The ACC, Not Just For Basketball

It's no secret that the dominant force in college football for the last decade has been the SEC. It has won the last seven BCS national titles, and usually features a litany of 10 win-plus teams that end the season ranked in the top 15 in the country. Going back even further in time, the SEC has controlled the BCS era, winning nine out of 15 possible BCS titles.

Meanwhile, within some of the same geographic footprint, the ACC has been none of those things. Since the BCS was instituted in 1998, the conference has only won one title, Florida State's Sugar Bowl win over then-Big East member Virginia Tech to close out the 1999 season. The Seminoles also have the conference's two other championship game appearances, with none coming since January 2001.

When Miami, Virginia Tech, and Boston College entered the conference in 2004 and 2005, it signaled that the conference was aiming to be a top football conference. That hasn't exactly happened.

In all BCS games, the ACC has a dismal 3-13 record, including a 2-7 record after the mid-2000s expansion. Now, after adding Syracuse and Pitt this year, and Louisville coming to replace outgoing Maryland next year, the conference seems to be expanding more in line with its basketball-powerhouse roots.

But now, in the final year of the BCS, the ACC has its best chance since the heyday of Bobby Bowden and Chris Weinke to win a title.

And the end of Saturday, 17 teams in FBS remained unbeaten. Just three conferences, the ACC, the Pac-12, and the Big 12 featured three undefeated teams.

We know that, thanks to conference championship games in the case of the ACC and Pac-12, and a round-robin schedule for the Big 12, only one team at maximum from each league can get by the first Saturday of December unscathed. The ACC, due largely to the gap between those three teams and the other 11 in conference, looks fairly likely to have an unbeaten team.

For the Big 12, while Oklahoma, Texas Tech, and Baylor all look strong, it doesn't have the look of a conference where a team is dominant enough to sweep through nine conference games without a down Saturday. The Pac-12 is a deeper league in which the Oregon States of the world have a history of knocking off top teams.

Meanwhile, in the ACC, the cupboard looks bare after Clemson, Florida State, and Miami. The next best teams, by record, are Virginia Tech, Pitt, and Maryland, all of whom have one loss. Virginia Tech could have easily lost three games by now, two of which were against East Carolina and Marshall. Pitt was throttled in its one test against Florida State, and the same goes for Maryland.

Clemson and Miami also have marquee wins to this point, each coming over an SEC East team, Clemson's over Georgia in August, and Miami's over now-resurgent Florida a couple weeks later. After taking down, teams with upper-echelon SEC talent, games against the likes of North Carolina and Pitt aren't as difficult.

For a few years now, Clemson and Florida State has deservedly gained reputations as teams with BCS- or championship-level talent that usually can't put it together in the biggest games, or fall vulnerable to teams with far less talent. For Clemson, the phenomenon is even known as "Clemsoning" on social media and college football blogs. This year, it doesn't look like either team will fall victim to trap games or abundant disappointment as easily as say, Florida State did at NC State a year ago.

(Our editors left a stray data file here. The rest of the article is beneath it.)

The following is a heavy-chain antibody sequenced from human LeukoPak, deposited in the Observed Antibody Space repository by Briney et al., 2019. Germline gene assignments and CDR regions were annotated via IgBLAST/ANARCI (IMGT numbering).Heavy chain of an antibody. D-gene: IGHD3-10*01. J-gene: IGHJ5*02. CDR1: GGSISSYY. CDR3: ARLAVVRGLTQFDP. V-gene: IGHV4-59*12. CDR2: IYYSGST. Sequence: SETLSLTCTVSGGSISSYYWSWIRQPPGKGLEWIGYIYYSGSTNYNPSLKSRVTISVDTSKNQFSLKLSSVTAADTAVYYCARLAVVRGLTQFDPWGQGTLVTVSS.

On Saturday, FSU freshman Jameis Winston continued to prove that his highly touted status coming to Tallahassee was no fluke, putting up 5 touchdowns against Maryland. Impossibly, he looks to be a freshman Heisman Trophy candidate just one year after Johnny Manziel won it. The 'Noles defense responded to its critics after allowing 34 points at Boston College by shutting down previously unbeaten Maryland to the tune of a shutout and just 33 rushing yards.

In the upstate of South Carolina, Winston's counterpart at Clemson is a Heisman candidate in his own right. Like Winston, Tajh Boyd also threw for 5 touchdowns this weekend. In a game where many picked Syracuse to cover a two-touchdown spread, Clemson jumped on the Orange for three first-quarter touchdowns and never looked back for a 35-point win. Like Florida State, Clemson's defense has been solid, too, giving up more than two touchdowns just once, against Georgia's excellent offense.

For Miami, the ridiculous offensive numbers are in the running game, where Duke Johnson is averaging 6.8 yards per carry, and backup Gus Edwards is going for 6.6 per tote. The Hurricanes are less likely to go unbeaten, but they're still the clear favorite for the Coastal Division.

In the ACC, the biggest game of the year happens in less than two weeks, when Florida State travels to Clemson on Oct. 19. That game will almost certainly decide the Atlantic Division, and will also probably determine which ACC team has the best chance at a national title. In a conference that hasn't had a lot of recent luck, the final year of the BCS may be one of the ACC's best.

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